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The mighty tribulus terrestris, or as it’s commonly known around Boise, the goathead, plagues bicycle riders around the globe. To combat the problem here, the Boise Goathead Fest is gearing up for its third year, where the gathering raises awareness about the invasiveness of the goathead while also raising money for Boise’s bicycle nonprofits.

“This year's festival will be socially distanced, and that works great on bikes,” said Boise Bicycle Project Director of Operations Emily Sumerhays. “Our mission is the same: ‘a pedal-powered, wonderfully weird people parade that celebrates the bicycle community,’ but this year we’ve created a choose-your-own-adventure where people can ride or stop at places if they feel comfortable.”

The Goathead Fest will take place Saturday, Aug. 1, from 9 a.m.-4 p.m. The organizers re-worked the festival to make sure everyone has as much fun as they can while feeling as safe as possible. Radio Boise will host a live Goathead radio show from 9-5 that will provide listeners with a soundtrack to the day's events and updates on activities. People will begin the ride from their homes at 10:30 a.m. and connect in different ways throughout the day.

The festival starts with riders showing up at one of several Goathead Patch Parties that will be established around the city. From there, they can get maps, take photos and dance without getting off of their bikes. Festival organizers have planned enough patch parties around the city to accommodate most neighborhoods. So far, they've announced locations at Meriwether Cider, Lost Grove Brewing and The Switchback.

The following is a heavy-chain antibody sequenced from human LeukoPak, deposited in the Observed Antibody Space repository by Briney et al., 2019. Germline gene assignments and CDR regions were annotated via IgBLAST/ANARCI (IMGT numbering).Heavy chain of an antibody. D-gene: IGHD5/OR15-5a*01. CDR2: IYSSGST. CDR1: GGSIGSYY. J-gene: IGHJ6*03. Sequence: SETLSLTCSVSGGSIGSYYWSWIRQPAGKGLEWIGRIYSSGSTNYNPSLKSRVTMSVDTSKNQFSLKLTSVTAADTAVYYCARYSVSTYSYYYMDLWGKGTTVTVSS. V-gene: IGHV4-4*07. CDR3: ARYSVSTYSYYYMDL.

“We are also really wanting to ignite the local community beyond the bicycle community,” said Summerhays. “So at the very least we’re hoping people will donate to their favorite nonprofit, but also to order food and drinks to boost the local economy.”

After people get their map of activities, the festival is open source. Attendees can head home and chill, have a break at one of the shade/soak stations, pre-order food and drinks from local restaurants and try to catch all of the goathead monster art hidden around the city.

The festival will also host Nutlet Events—small, distanced activities people can host in their front yards that are also listed as stopping points in the maps. These mini-events are offered in three different ways, as a ride-through, a full stop off, and cool down/hydration stations. More details can be found at the Boise Goathead Fest website.

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